If there’s one thing that’s constant in all stories, it’s change. No matter what genre, a character experiences a series of events and things are different by the end of the tale. The more character-focused the novel, the greater and more personal this change is likely to be, but it appears in even the most plot-centric books as well.
- A mystery starts off with a victim and ends up with a killer caught and justice served.
- A thriller starts off with someone in jeopardy and ends up with people saved.
- A fantasy starts off with a hero facing a quest and ends up with that quest fulfilled.
The “big change” is what the book is ultimately about, but changes exist at every structural level of the novel. Plot events change how characters act, character realizations change how the plot unfolds, information revealed changes how readers and characters see and understand the story itself and the people in it.
A scene is nothing more than a small example of change happening. A character starts with a goal, has something to do or experience, and then things change. It could be a small change or a momentous discovery that changes everything the character ever knew about herself and the world.
In character-driven stories, the changes are typically more profound, as the character arc and the growth of that character are paramount to the novel. The character will have a flaw that’s preventing happiness, and it’s only by experiencing the events of the novel can that character find happiness and feel whole as a person. The novel is about watching that person go from unhappy to happy, unsatisfied to satisfied.
- Lonely people find love
- A unfulfilled life finds purpose
- The downtrodden stand up
In plot-driven stories, the changes are typically external, with the change occurring in the world the characters inhabit. There’s a problem that’s affecting others (it can be anywhere between one person or all people), and that problem must change or else. The novel is about watching how a situation is resolved and the consequences of resolving it.
- The bomb is disarmed and the city is safe
- The evil overlord is thwarted and the land is free
- The killer is caught and the victim is found
What if things don’t change?
Then all we’re really doing is describing a situation. “Here’s a story about these people living their lives and doing what they do.” And this is why an exciting idea can fall flat.
Let’s say we’re writing about firemen (that’s a very exciting group of people). The entire book revolves around a crew sitting in the fire station waiting for the alarm to go off so they can go put out a fire or save some people who need saving.
But the bell never rings.
No fires, no crisis, they just hang around and do whatever they normally do while they’re waiting for action.
That’s going to be a pretty dull book and I’d bet no one would want to read it. But before you can say, “Yeah, but if the story is about the firemen themselves, and their relationships and what happens in the firehouse, then it could be a great book.”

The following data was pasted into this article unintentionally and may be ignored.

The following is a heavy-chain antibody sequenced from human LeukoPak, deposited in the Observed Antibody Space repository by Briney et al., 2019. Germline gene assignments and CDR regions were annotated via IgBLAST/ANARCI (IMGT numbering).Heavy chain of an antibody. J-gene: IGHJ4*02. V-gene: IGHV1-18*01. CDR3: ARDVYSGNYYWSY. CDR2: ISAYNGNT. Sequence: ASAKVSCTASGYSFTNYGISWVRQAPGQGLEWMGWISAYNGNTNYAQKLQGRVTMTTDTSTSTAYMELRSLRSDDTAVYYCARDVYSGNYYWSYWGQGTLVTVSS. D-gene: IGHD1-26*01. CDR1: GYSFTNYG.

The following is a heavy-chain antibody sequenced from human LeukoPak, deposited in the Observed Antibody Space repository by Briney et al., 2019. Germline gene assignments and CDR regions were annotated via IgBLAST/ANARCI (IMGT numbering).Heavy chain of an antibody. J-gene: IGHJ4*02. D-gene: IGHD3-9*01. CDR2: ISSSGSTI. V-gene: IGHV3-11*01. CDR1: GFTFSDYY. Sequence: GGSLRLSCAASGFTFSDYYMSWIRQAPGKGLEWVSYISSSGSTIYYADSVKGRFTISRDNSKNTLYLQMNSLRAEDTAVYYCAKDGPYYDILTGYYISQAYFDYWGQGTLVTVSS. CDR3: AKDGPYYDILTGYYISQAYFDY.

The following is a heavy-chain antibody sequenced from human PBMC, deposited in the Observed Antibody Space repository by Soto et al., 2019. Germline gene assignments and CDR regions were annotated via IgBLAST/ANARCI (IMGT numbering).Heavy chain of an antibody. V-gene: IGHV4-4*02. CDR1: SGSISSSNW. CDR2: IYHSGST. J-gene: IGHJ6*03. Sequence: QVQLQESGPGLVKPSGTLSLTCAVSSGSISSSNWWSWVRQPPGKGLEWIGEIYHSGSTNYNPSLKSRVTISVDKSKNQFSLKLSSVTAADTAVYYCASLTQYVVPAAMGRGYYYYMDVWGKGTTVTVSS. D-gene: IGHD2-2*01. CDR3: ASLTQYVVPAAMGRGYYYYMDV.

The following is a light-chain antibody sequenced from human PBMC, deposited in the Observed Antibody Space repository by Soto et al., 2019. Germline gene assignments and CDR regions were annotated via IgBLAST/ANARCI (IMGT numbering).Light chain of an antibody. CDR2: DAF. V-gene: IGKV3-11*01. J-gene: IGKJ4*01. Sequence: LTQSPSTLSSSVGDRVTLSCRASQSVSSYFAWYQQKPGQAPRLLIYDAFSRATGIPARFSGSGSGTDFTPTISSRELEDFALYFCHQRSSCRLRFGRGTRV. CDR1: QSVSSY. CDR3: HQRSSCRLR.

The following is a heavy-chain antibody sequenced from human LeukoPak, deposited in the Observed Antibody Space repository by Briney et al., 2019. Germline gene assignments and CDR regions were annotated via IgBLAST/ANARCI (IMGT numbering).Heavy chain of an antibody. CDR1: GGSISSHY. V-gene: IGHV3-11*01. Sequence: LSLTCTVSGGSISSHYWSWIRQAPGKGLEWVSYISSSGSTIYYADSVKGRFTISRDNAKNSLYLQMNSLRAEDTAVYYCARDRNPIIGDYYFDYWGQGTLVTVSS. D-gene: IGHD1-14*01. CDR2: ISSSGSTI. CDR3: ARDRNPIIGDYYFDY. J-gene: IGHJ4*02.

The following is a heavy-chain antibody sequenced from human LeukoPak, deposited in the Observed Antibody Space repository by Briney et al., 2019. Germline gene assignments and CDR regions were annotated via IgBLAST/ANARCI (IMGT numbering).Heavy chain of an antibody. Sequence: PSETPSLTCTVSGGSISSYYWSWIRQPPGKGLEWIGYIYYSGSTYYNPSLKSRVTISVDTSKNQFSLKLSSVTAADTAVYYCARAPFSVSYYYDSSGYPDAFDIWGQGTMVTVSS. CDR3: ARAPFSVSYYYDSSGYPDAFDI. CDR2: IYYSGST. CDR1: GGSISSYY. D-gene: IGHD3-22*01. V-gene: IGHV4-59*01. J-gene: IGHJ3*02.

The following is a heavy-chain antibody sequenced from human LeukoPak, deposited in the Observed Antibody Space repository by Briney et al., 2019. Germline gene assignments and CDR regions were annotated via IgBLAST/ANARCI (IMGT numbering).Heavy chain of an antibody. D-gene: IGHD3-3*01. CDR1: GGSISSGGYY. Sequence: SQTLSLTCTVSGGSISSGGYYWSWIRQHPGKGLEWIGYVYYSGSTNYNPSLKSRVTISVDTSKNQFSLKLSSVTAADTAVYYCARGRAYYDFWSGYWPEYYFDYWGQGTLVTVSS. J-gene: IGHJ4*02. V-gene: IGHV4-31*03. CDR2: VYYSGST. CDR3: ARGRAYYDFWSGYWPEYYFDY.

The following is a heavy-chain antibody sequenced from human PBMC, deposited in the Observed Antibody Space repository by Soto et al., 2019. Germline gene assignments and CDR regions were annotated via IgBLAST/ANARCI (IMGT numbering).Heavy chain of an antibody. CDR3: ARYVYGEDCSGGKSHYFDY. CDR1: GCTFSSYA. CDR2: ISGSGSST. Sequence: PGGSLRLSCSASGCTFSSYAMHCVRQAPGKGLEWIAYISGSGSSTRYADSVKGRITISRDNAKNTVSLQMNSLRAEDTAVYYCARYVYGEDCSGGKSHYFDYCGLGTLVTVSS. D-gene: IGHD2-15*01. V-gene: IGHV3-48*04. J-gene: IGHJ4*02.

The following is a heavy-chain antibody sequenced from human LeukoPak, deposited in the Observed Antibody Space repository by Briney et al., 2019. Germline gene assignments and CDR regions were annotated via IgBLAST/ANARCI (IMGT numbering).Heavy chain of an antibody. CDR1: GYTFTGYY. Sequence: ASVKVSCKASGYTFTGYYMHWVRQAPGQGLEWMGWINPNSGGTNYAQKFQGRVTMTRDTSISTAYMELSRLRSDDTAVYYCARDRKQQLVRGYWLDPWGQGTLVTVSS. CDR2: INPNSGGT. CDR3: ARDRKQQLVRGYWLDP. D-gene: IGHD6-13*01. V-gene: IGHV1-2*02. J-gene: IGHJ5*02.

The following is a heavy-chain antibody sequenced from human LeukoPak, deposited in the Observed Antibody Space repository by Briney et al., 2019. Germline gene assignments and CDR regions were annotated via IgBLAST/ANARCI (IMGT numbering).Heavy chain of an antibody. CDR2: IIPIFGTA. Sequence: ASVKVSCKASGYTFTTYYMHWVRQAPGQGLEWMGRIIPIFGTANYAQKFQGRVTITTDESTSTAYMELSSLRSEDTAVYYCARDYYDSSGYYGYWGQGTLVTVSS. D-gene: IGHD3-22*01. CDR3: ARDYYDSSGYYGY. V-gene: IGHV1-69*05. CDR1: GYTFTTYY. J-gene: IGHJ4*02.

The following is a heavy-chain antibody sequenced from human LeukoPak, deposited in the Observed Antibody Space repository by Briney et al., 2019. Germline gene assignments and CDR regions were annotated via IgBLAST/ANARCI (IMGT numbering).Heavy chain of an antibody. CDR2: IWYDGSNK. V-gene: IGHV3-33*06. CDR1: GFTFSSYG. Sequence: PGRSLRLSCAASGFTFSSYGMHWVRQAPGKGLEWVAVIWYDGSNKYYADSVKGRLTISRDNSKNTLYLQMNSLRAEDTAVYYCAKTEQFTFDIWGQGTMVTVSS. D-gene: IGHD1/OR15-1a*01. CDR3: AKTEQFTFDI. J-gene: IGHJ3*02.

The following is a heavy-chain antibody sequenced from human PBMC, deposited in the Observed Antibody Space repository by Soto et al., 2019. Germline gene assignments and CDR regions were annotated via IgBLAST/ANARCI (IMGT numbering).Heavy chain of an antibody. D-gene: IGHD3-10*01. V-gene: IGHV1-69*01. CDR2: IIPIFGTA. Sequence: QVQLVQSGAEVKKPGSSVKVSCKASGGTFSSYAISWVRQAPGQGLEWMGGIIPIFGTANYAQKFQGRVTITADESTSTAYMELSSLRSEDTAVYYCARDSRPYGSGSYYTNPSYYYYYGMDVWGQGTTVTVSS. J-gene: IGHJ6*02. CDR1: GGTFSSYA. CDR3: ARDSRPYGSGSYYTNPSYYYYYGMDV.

Sure, if those relationships change. If not, it’s still reading about a bunch of guys hanging around a firehouse, waiting. If the situation at the start of the novel is six guys talking about their lives, and ends with the same six guys talking about the same lives and nothing is different, and nothing about the 400 pages we just read affected those six guys in any way at all–dull book.
Reader’s Friend: “What happens in the book?”
Reader: “A bunch of guys in a firehouse talk about their lives.”
Reader’s Friend: “Why?”
Reader: “No reason.”
Reader’s Friend: “Was there a point to it?”
Change makes things interesting. Change provide the conflict to drive the story. If the characters or the situation is exactly the same at the end as the beginning (be it a scene or a series), that’s a big red flag that there’s a problem and the story isn’t being served.
If a guy leaves his house and has five consecutive car chases, and ends up back at home by the end of it with nothing but an empty gas tank, nothing has “happened” even if those were five of the most exciting individual car chases ever written. Odds are by the second one, readers were skimming.
Action doesn’t equal things happening (thus driving the story), change does. This is why it works no matter what type of novel it is. Things change and the characters have to deal with those changes.
If you’ve ever gotten feedback from your beta readers or critique partners that said “it doesn’t feel like anything’s happening” or “this section felt slow” or something similar, there’s a decent change it’s because nothing has changed. Figure out what changes and how that affects the story moving forward, and you’ll fix your problem.
When you’re writing your stories, think about the things that change and what that change means.
What changes in your novel?